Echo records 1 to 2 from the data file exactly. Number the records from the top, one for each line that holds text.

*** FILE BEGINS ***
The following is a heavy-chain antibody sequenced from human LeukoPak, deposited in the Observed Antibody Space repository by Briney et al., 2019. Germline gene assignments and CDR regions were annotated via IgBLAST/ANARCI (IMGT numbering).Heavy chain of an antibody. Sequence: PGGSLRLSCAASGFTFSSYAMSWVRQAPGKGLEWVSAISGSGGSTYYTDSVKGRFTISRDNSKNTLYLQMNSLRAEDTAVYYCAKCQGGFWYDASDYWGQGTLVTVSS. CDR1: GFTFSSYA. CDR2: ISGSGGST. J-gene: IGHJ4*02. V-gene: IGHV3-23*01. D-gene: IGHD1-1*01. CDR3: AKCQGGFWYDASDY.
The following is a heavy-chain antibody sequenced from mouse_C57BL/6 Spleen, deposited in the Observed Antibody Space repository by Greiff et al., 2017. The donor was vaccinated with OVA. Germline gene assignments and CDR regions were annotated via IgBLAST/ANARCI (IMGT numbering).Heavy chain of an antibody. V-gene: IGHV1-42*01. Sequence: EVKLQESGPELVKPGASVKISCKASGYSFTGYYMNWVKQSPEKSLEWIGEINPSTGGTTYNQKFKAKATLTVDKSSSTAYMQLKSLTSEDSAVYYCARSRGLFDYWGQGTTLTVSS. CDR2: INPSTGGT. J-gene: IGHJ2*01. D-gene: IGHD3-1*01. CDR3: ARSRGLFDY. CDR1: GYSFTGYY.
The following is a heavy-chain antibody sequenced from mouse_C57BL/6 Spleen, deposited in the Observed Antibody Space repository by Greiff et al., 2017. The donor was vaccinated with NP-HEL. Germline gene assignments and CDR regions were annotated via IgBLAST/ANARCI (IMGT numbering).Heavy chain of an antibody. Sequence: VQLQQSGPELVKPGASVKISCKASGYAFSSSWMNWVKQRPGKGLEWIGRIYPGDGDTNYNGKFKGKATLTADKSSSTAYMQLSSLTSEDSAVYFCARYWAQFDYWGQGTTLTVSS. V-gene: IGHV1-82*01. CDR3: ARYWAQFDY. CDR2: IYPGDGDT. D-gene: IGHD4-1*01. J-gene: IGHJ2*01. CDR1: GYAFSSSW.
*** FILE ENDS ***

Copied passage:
The following is a heavy-chain antibody sequenced from human LeukoPak, deposited in the Observed Antibody Space repository by Briney et al., 2019. Germline gene assignments and CDR regions were annotated via IgBLAST/ANARCI (IMGT numbering).Heavy chain of an antibody. Sequence: PGGSLRLSCAASGFTFSSYAMSWVRQAPGKGLEWVSAISGSGGSTYYTDSVKGRFTISRDNSKNTLYLQMNSLRAEDTAVYYCAKCQGGFWYDASDYWGQGTLVTVSS. CDR1: GFTFSSYA. CDR2: ISGSGGST. J-gene: IGHJ4*02. V-gene: IGHV3-23*01. D-gene: IGHD1-1*01. CDR3: AKCQGGFWYDASDY.
The following is a heavy-chain antibody sequenced from mouse_C57BL/6 Spleen, deposited in the Observed Antibody Space repository by Greiff et al., 2017. The donor was vaccinated with OVA. Germline gene assignments and CDR regions were annotated via IgBLAST/ANARCI (IMGT numbering).Heavy chain of an antibody. V-gene: IGHV1-42*01. Sequence: EVKLQESGPELVKPGASVKISCKASGYSFTGYYMNWVKQSPEKSLEWIGEINPSTGGTTYNQKFKAKATLTVDKSSSTAYMQLKSLTSEDSAVYYCARSRGLFDYWGQGTTLTVSS. CDR2: INPSTGGT. J-gene: IGHJ2*01. D-gene: IGHD3-1*01. CDR3: ARSRGLFDY. CDR1: GYSFTGYY.